Frank Heath was born at the family home, Woodlands in Surrey, on the 23rd January 1873. He attended school locally and upon completion was sent to be an apprentice to the Captain of a windjammer that sailed to Australia. After returning to England he decided to pursue his first love, painting. His artistic training began at South Kensington Art School and continued at Croydon, Westminster, the Academy of Fine Arts in Antwerp, Belgium and the Herkomer Art School at Bushy, Hertfordshire.
Sir Hubert von Herkomer’s Art School in Bushey was one of the major art schools of its day and often used a form of ‘post-graduate’ tuition. Heath joined the school in October 1897 and stayed for the full three -year course. During this time he exhibited three works at the Society of Oil Painters (known as the Royal Institute of Oil Painters) annual exhibition, which was held at the Piccadilly Galleries in London.
After completing his formal education Heath travelled to Brittany, France. During this time he became acquainted with British artist, Stanhope Forbes. Forbes originally chose to paint in Brittany in order to explore the style of open air painting (en plein air), rather than working entirely from a studio. The attractions of this style of painting appealed to Heath, who on his return to England, decided to travel to Newlyn to work with Forbes.
Forbes had established a school of painting in 1899, known as The Meadow, in Newlyn. The school’s formation marked the beginning of a new era in the artistic life of the village. Heath joined the school in 1901/02, finding lodging at Trewarveneth Farm, on the outskirts of the village. He became a close acquaintance and later friend of Stanhope Forbes. It is during this time that his first paintings were accepted by the Royal Academy. Whilst studying he met fellow artist Jessica Doherty whom he married on the 30th March 1910.
Heath purchased a block of land in Lamorna, Cornwall where he built a 5-bedroom granite house, which he christened Menwinnion, meaning ‘House of Winds’. Frank and Jessica, along with their two young daughters, moved into their new home in 1913. Menwinnion was to be their home for the rest of Frank’s life and the house featured in several of the artist’s works. With the outbreak of the First World War, Heath volunteered for active service. He enlisted in Lady Cunliffe Lister’s 2nd Sportsman’s Battalion of the Artists Rifles (Royal Fusiliers) and was posted to France in the Spring of 1915. He suffered a German chlorine gas attack and was so severely affected that he was evacuated back to England for treatment. He was diagnosed as having cerebral meningitis and invalided out of the army, returning to Menwinnion to convalesce. His recovery was slow and he suffered from poor health and depression for the rest of his life.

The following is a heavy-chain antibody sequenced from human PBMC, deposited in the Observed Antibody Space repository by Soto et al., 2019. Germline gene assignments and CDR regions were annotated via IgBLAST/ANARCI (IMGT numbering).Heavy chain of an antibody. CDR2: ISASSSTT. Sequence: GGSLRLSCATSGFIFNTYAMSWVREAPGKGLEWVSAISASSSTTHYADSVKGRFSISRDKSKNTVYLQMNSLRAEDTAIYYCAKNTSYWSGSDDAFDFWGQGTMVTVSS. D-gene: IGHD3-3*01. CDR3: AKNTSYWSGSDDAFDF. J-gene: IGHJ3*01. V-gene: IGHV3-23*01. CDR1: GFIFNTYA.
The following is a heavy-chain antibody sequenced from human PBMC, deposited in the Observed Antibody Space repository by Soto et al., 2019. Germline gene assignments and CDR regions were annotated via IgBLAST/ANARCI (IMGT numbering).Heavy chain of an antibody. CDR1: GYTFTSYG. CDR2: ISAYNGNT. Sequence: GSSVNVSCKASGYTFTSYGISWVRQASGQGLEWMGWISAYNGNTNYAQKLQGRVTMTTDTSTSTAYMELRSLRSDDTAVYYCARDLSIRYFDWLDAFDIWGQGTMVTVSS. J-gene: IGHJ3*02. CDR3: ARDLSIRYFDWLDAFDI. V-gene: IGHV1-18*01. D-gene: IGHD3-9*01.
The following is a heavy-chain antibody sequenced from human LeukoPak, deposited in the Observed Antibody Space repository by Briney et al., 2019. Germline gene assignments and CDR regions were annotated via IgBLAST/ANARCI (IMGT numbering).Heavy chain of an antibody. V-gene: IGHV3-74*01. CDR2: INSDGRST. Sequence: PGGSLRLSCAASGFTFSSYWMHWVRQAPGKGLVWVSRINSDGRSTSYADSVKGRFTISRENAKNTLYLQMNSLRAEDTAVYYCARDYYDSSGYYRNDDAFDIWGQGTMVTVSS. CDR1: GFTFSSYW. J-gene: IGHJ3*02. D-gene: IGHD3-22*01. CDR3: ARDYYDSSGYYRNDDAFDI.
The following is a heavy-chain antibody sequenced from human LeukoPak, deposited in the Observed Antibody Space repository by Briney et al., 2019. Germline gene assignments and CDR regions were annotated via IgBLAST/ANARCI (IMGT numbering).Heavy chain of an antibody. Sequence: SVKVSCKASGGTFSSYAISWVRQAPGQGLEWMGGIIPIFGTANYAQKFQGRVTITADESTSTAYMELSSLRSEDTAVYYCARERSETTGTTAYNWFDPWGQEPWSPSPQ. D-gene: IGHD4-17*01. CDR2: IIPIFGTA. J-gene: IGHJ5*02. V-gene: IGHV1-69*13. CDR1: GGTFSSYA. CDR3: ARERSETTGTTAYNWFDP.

Heath loved Lamorna and the majority of his pictures were painted in and around Menwinnion or on the nearby rocks overlooking the sea. He followed in the tradition of Bastien-Lepage and Stanhope Forbes by painting out of doors in the ‘plein air’ style, although many of his paintings were completed in his studio. When painting, Heath was always smartly dressed wearing a stiff collar, tweed coat, waistcoat and breeches. Although not prolific in his output, he was very versatile in his range of subjects; he was equally at home whether painting animals, interiors, his garden, seascapes or his children.
His use of colour was a major feature in his work, as well as his fine technique in the use of light to enhance and bring out specific aspects of his compositions.
Between 1904 and 1935 Heath had 27 paintings accepted by the Royal Academy for their Summer Exhibition. During this time he also exhibited 6 paintings at the Salon in Paris and 13 at the Liverpool Autumn Exhibition, held at the Walker Art Gallery. In 1935, Heath collapsed with breathing problems and died the following year.
Heath’s popularity as an artist from the ‘Newlyn School’ surged during the 1980’s when several of his paintings were sold at auction houses and art galleries in London for prices up to £80,000. His works are still avidly collected today with major works appearing in public collections in Bradford, Rochdale, Truro and Sydney.